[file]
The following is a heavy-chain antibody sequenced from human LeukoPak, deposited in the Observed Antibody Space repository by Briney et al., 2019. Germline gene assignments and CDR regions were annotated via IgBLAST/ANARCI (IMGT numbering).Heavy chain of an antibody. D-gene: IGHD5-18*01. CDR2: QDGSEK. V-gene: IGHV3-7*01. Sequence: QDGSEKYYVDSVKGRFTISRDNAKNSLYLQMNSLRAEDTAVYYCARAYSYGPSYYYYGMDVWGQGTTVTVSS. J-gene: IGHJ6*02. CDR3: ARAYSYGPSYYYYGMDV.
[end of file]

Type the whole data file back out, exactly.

The following is a heavy-chain antibody sequenced from human LeukoPak, deposited in the Observed Antibody Space repository by Briney et al., 2019. Germline gene assignments and CDR regions were annotated via IgBLAST/ANARCI (IMGT numbering).Heavy chain of an antibody. D-gene: IGHD5-18*01. CDR2: QDGSEK. V-gene: IGHV3-7*01. Sequence: QDGSEKYYVDSVKGRFTISRDNAKNSLYLQMNSLRAEDTAVYYCARAYSYGPSYYYYGMDVWGQGTTVTVSS. J-gene: IGHJ6*02. CDR3: ARAYSYGPSYYYYGMDV.